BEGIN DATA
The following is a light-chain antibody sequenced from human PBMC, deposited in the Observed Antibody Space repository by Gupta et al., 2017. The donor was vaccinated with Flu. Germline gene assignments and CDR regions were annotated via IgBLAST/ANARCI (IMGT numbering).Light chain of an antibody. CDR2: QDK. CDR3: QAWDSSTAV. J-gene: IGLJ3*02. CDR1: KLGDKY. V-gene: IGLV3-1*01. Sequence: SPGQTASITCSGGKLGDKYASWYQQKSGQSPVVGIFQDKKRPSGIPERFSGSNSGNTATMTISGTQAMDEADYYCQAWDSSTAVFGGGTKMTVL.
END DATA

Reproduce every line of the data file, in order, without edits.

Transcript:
The following is a light-chain antibody sequenced from human PBMC, deposited in the Observed Antibody Space repository by Gupta et al., 2017. The donor was vaccinated with Flu. Germline gene assignments and CDR regions were annotated via IgBLAST/ANARCI (IMGT numbering).Light chain of an antibody. CDR2: QDK. CDR3: QAWDSSTAV. J-gene: IGLJ3*02. CDR1: KLGDKY. V-gene: IGLV3-1*01. Sequence: SPGQTASITCSGGKLGDKYASWYQQKSGQSPVVGIFQDKKRPSGIPERFSGSNSGNTATMTISGTQAMDEADYYCQAWDSSTAVFGGGTKMTVL.